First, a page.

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The Autistic Spectrum: All That Matters (2013)

af Lorna Selfe

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NEUROLOGY & CLINICAL NEUROPHYSIOLOGY. In Th Autistic Spectrum: All That Matters, Lorna Selfe explains that research over recent years has shown that there is not one such thing as autism but in fact a variety of autistic spectrum disorders. The causes of these, or the reasons for their apparently increasing prevalence in the UK and North America while in many other perts of the world they are hardly recognised at all, remain the subject of intensive research and debate. Dr Selfe strips away the many myths around autism, focusing instead on what we really know about its varieties, causes and treatments. As such, it is the ideal introduction to autistic spectrum disorders for psychology students, health practitioners, and the parents, carers and friends of people with autism. This accessible and readable book gives a fascinating introduction to the autistic spectrum - and what matters most about it.… (mere)
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Given how much news there is about autism these days, I was surprised to find that I was the first person on LibraryThing to have this book. Having read it, I can safely say that I'm glad.

For those who don't know much about autism, it's hard to describe just what is wrong with this book. There are a few factual errors, some of them quite bad. But it's the whole feeling that really made me dislike it.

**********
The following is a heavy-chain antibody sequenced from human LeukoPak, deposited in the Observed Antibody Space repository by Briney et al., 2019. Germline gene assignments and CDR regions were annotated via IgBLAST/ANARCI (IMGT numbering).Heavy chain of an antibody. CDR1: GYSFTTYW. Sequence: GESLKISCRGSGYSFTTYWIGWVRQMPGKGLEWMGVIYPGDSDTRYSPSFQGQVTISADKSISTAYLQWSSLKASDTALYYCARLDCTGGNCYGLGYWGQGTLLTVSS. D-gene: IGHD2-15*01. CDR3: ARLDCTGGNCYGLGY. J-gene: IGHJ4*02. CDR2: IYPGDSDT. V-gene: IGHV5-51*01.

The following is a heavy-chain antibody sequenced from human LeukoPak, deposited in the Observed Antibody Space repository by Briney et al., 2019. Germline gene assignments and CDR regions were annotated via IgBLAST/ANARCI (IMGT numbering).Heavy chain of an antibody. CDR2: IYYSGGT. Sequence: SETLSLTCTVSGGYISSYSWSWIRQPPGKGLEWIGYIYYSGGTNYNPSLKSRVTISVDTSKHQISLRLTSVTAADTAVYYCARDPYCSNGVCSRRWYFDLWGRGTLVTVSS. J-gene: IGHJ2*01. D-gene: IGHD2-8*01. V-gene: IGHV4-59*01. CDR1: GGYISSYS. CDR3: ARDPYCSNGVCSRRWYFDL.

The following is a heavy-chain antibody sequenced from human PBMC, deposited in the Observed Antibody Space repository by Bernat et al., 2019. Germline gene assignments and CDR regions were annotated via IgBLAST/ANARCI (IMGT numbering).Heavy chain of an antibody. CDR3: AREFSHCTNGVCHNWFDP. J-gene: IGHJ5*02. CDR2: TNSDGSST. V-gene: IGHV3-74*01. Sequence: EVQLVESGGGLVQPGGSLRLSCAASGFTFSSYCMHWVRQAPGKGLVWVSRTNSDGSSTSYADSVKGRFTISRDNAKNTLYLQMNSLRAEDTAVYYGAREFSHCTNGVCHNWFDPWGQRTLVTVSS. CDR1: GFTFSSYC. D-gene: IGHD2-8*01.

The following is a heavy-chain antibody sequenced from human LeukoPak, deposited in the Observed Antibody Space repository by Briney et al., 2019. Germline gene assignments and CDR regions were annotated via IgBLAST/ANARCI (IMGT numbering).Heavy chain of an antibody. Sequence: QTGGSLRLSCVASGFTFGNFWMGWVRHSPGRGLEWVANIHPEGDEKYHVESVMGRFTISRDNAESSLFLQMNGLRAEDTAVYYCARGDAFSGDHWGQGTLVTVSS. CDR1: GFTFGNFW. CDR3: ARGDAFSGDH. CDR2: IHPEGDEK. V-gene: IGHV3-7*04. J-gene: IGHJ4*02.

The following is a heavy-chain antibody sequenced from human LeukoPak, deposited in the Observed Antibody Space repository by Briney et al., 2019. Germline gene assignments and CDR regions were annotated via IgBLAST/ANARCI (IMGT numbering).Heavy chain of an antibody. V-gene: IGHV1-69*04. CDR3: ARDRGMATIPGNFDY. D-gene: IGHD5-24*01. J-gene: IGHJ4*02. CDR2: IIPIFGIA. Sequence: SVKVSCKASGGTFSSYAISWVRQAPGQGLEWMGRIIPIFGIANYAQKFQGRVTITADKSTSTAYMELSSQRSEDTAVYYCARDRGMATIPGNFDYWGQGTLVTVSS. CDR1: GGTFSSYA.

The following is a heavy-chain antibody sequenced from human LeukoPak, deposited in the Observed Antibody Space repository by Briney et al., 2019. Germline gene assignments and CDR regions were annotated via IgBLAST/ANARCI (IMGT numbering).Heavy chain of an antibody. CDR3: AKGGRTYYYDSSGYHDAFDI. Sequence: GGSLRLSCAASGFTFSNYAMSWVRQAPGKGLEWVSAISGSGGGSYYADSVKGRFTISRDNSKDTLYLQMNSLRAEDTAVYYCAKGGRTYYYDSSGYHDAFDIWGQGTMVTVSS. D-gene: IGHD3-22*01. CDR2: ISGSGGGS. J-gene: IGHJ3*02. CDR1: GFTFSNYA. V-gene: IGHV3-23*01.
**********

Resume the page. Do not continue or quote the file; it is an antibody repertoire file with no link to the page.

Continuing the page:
A random sampling of factual errors: "People with ASD typically have a particular strength with spatial/visual intelligence" (pp. 30-31). No; that's Temple Grandin. Yes, it is common to find people with ASD who have high spatial/visual skills -- but it is not typical, since "typical" implies that a large majority have such skills. It's only a minority, although a substantial one -- I, for instance, am autistic and am deficient in such skills.

Page 100 may have the biggest goof of all: "Faulty genes are called mutations." No, mutations are changes in genes -- genes which were mis-copied while being replicated. Often the results are faulty genes, but sometimes these incorrect copies are improvements. "Mutation" and "defect" are not synonyms!

Page 85 contends "The emotional development of children with ASD tends to proceed at a slower pace" than typical children. No, it doesn't; it proceeds in a different direction! People with autism often have emotional makeups that simply aren't like the neurotypical population, in multiple ways -- many don't tell lies, are exceptionally loyal, don't exploit others, and take rejection very much to heart. Imagine what Washington, DC would be like if politicians had those first three traits....

Page 29 claims that a majority of people with ASD have intellectual disability. Again, author Selfe confuses something that is common (current estimates say that at most one in three people with ASD also have ID) with something that is found in the majority -- and Selfe also ignores the number of people with extraordinary talents.